Sunday, October 25, 2009

Virtual Weekend

If you had seen me running this past Saturday morning you would have thought I was running alone, lost in the music of an MP3 player. Normally you would be correct. In reality I was running in a 10K race against over 86,000 people from around the world.

The event I participated in was the Nike+ Human Race 10K sponsored by Nike. This was a virtual race around the world where people could sign-up and run anywhere they wanted. All you had to do was sign-up for the race. Then on October 24th run 10 kilometers measured with Nike's Nike+ system. Once you finished your 10K you synced your iPod or Nike+ armband and the results were posted on the Nike Running website. I believed I finished 17,522nd achieving my goals of finishing the race and not finishing last. Not bad for someone who battled injuries during the last month.

This was not the only virtual event I attended in the last few days. Friday, I was asked to assist a District consultant as he did a Web 2.0 training session for Media Specialists and their assistants. Half of this group met in Hilton Head (where I was located) and the other half were in Beaufort. This was the first chance we had to use our district's new video conferencing system. It was interesting watching this man attempt to work with the group in Beaufort.

You could tell he was not used to using a video conferencing system. I warned him doing virtual training could be disconcerting before we started. This was based on on my experience using WizIQ for some training sessions I conducted. For one thing, our consultant liked to move around and was not used to using a TV camera. If you use a video camera you have to be relatively still otherwise you might make your audience sick with the camera panning rapidly. Another problem he seemed to have is he likes to feed off his audience. With video conferencing or other distance learning you have to trust your group is with you. It was interesting (and amusing) to watch this unfold.

As technology progresses we will have to learn to work in a virtual world because all of our students will not be located in one physical location.

Friday, October 16, 2009

Parting Thoughts From SC Ed Tech 2009

I am tired but happy to be back with my family after returning from the 2009 South Carolina Educational Technology Conference in Myrtle Beach. The last three days have been a whirl of learning, connecting with old friends, and making new ones. Here are some of my thoughts and observations of the time I spent in Myrtle Beach in no particular order.

The biggest trend coming over the horizon is the use of mobile phones in the classroom. While this might not be a new idea, I believe many educators are rethinking their stance on their use. Okay, it not breaking news that almost every student has a mobile phone these days. However, instead of taking them away maybe we need to look at how we can use these devices in the classroom. Today's cellphones are essentially mini-computers. They can access vast amounts of information from the Internet and kids could probably type essays using their thumbs faster than writing them on paper. Of course rules would have to be set governing their use. With budget cuts reducing the availability of more computers in the classrooms this is an idea with more study.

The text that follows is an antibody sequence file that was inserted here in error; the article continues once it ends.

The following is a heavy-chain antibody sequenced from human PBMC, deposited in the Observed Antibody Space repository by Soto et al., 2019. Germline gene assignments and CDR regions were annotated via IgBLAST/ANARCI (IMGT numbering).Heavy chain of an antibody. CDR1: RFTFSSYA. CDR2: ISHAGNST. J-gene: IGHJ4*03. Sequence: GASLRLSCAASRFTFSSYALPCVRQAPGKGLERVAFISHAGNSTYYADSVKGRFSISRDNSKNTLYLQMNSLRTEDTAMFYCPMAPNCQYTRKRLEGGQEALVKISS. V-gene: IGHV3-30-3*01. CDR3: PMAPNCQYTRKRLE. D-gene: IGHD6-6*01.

Speaking of budget cuts and the economy, attendance was way down this year. Many of my friends around the state were not able to come. Vendors did not have the usual cool "schwag" you usually see at the conference. This could be a blessing in disguise. I had the pleasure of meeting many new people who I now communicate with over Twitter. Since the vendors did not have much to offer, there seemed to be more participation in the sessions.

I have challenged people to show me a serious educational use for Facebook I would consider it. Nobody took me up on my challenge until I saw how a USC-Sumter Economics professor used Facebook groups to extend class discussions to the popular social network site. The professor also used her groups on Facebook to give out class information too. I was so impressed I created a Facebook group for my school.

Congratulations to my good friends Mary Ann Sansonettie and Chris Craft on receiving the Making it Happen Award. This award was deserved to two educators who are passionate about using technology in teaching. Both educators are a great inspiration to me personally.

Hopefully, I will be back next year to help solve the great mystery which will be the theme for next year. Until then, I will be exploring many of the things I learned at this years conference. I hope to see everyone in Myrtle Beach next year.

Wednesday, October 14, 2009

The Pace of Technology

This morning I arrived at the 2009 South Carolina Educational Technology Conference in Myrtle Beach armed with my usual array of techno toys. Last year I lugged around a heavy laptop which cut into my shoulder by the end of a busy day. After that experience I vowed to get a netbook computer which I did after the first of the year.

Not long after getting my netbook I got my BlackBerry. Today, the only reason I am carrying my netbook around is because I need it for a presentation on Internet Safety for Teachers. I use my BlackBerry for everything else. From e-mails with my school to Twitter and Facebook apps to stay in touch with friends here. During the keynote today I was using a BlackBerry Evernote app to take notes. I am even writting this blog post using my BlackBerry via CellSpin.

The point is that when I made my netbook vow, I could not imagine it would be quickly replaced by a device that fits in the palm of my hand. Who knows what I will be using next year? Maybe a BlackBerry app that will run a presentation. The year after? The phone might have the projector.